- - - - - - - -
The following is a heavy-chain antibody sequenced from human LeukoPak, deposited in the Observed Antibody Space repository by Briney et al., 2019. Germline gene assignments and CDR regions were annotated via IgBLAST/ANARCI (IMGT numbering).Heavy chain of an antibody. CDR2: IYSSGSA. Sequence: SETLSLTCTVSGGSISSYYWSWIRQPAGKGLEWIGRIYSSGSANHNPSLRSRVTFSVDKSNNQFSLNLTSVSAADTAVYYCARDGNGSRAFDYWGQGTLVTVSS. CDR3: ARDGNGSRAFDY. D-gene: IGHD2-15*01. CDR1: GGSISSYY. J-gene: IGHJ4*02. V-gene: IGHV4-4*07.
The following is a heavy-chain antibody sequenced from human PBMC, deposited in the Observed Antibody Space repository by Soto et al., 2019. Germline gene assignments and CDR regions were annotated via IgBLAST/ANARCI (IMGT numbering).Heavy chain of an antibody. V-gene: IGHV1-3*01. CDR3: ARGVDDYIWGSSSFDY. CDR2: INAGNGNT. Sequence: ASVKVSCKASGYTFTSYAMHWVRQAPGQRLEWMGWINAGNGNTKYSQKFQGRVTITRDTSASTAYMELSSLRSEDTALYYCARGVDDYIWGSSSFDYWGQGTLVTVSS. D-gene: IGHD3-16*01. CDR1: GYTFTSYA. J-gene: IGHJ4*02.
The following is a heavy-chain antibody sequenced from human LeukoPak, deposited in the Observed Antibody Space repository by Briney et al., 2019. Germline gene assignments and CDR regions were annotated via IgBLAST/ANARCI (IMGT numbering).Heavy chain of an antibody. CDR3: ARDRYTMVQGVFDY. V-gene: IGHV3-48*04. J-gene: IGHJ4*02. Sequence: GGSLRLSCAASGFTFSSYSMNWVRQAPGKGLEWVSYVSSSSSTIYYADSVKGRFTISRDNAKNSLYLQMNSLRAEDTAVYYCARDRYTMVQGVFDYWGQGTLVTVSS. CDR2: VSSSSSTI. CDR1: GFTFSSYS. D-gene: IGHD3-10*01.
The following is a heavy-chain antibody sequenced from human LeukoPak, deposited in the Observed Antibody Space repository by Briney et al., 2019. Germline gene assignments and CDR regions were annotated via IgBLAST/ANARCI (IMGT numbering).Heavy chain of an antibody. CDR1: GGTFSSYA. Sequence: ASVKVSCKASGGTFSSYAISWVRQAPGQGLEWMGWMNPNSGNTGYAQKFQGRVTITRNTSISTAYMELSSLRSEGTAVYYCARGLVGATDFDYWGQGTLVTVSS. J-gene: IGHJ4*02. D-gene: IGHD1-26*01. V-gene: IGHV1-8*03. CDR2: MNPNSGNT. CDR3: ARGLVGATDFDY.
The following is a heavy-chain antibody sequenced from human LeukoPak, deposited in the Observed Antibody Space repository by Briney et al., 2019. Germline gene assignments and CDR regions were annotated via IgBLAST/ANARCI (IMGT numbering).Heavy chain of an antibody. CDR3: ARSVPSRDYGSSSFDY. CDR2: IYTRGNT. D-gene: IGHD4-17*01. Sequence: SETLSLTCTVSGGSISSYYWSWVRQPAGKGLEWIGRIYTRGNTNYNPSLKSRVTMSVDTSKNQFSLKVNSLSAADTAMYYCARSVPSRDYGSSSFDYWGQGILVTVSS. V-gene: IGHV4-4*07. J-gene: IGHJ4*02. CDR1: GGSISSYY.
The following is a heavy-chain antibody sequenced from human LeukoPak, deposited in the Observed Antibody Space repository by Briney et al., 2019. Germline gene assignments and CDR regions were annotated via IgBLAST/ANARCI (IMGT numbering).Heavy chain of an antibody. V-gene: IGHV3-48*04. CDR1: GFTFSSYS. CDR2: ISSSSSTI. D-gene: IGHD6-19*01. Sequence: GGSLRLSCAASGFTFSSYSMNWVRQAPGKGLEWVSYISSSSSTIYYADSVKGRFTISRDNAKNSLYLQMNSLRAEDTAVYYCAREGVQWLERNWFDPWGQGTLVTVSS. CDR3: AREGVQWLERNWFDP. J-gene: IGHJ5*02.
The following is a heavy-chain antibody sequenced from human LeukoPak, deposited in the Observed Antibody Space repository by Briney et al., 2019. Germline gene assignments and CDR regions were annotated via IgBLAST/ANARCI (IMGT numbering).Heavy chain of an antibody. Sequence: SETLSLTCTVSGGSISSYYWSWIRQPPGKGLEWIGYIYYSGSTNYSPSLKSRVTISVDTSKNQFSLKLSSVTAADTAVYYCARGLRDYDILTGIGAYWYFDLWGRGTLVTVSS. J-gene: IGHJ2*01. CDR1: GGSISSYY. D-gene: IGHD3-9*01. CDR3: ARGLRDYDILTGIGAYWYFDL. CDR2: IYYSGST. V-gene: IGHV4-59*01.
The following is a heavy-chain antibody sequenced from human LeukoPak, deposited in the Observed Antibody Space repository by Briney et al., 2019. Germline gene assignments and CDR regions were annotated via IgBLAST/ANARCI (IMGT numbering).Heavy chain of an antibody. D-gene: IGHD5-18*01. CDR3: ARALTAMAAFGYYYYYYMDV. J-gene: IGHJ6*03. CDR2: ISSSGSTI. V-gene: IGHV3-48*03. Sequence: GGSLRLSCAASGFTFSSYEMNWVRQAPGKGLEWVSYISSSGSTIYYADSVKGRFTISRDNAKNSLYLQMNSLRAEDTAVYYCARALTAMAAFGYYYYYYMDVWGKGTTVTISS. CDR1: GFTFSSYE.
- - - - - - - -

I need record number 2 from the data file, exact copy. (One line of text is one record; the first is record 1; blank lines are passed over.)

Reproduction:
The following is a heavy-chain antibody sequenced from human PBMC, deposited in the Observed Antibody Space repository by Soto et al., 2019. Germline gene assignments and CDR regions were annotated via IgBLAST/ANARCI (IMGT numbering).Heavy chain of an antibody. V-gene: IGHV1-3*01. CDR3: ARGVDDYIWGSSSFDY. CDR2: INAGNGNT. Sequence: ASVKVSCKASGYTFTSYAMHWVRQAPGQRLEWMGWINAGNGNTKYSQKFQGRVTITRDTSASTAYMELSSLRSEDTALYYCARGVDDYIWGSSSFDYWGQGTLVTVSS. D-gene: IGHD3-16*01. CDR1: GYTFTSYA. J-gene: IGHJ4*02.